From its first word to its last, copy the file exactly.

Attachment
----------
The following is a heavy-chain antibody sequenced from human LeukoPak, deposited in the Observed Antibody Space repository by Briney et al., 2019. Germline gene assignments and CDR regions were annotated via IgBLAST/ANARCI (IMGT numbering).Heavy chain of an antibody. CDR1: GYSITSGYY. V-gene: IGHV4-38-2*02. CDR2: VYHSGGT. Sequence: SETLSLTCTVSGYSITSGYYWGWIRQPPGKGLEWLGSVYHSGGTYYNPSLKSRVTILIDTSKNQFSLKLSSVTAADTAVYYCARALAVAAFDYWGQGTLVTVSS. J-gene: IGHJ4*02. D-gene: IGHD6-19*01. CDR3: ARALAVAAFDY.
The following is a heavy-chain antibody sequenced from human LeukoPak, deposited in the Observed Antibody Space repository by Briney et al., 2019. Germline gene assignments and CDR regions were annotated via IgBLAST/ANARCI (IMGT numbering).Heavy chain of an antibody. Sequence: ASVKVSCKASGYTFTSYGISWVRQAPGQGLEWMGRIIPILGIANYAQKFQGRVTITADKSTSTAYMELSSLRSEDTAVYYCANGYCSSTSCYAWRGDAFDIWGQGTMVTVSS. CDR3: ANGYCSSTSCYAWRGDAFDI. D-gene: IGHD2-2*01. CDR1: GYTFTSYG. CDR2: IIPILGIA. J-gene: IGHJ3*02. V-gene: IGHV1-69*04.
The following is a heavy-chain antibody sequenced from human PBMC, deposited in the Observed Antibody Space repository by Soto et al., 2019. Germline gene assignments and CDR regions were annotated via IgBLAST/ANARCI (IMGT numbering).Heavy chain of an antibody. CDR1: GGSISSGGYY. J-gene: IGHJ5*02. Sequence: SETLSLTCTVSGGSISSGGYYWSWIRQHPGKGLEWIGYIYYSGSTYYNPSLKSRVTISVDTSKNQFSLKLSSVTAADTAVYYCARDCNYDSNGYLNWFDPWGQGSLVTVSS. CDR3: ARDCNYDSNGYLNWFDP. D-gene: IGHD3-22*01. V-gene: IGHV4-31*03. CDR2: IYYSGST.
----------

The following is a heavy-chain antibody sequenced from human LeukoPak, deposited in the Observed Antibody Space repository by Briney et al., 2019. Germline gene assignments and CDR regions were annotated via IgBLAST/ANARCI (IMGT numbering).Heavy chain of an antibody. CDR1: GYSITSGYY. V-gene: IGHV4-38-2*02. CDR2: VYHSGGT. Sequence: SETLSLTCTVSGYSITSGYYWGWIRQPPGKGLEWLGSVYHSGGTYYNPSLKSRVTILIDTSKNQFSLKLSSVTAADTAVYYCARALAVAAFDYWGQGTLVTVSS. J-gene: IGHJ4*02. D-gene: IGHD6-19*01. CDR3: ARALAVAAFDY.
The following is a heavy-chain antibody sequenced from human LeukoPak, deposited in the Observed Antibody Space repository by Briney et al., 2019. Germline gene assignments and CDR regions were annotated via IgBLAST/ANARCI (IMGT numbering).Heavy chain of an antibody. Sequence: ASVKVSCKASGYTFTSYGISWVRQAPGQGLEWMGRIIPILGIANYAQKFQGRVTITADKSTSTAYMELSSLRSEDTAVYYCANGYCSSTSCYAWRGDAFDIWGQGTMVTVSS. CDR3: ANGYCSSTSCYAWRGDAFDI. D-gene: IGHD2-2*01. CDR1: GYTFTSYG. CDR2: IIPILGIA. J-gene: IGHJ3*02. V-gene: IGHV1-69*04.
The following is a heavy-chain antibody sequenced from human PBMC, deposited in the Observed Antibody Space repository by Soto et al., 2019. Germline gene assignments and CDR regions were annotated via IgBLAST/ANARCI (IMGT numbering).Heavy chain of an antibody. CDR1: GGSISSGGYY. J-gene: IGHJ5*02. Sequence: SETLSLTCTVSGGSISSGGYYWSWIRQHPGKGLEWIGYIYYSGSTYYNPSLKSRVTISVDTSKNQFSLKLSSVTAADTAVYYCARDCNYDSNGYLNWFDPWGQGSLVTVSS. CDR3: ARDCNYDSNGYLNWFDP. D-gene: IGHD3-22*01. V-gene: IGHV4-31*03. CDR2: IYYSGST.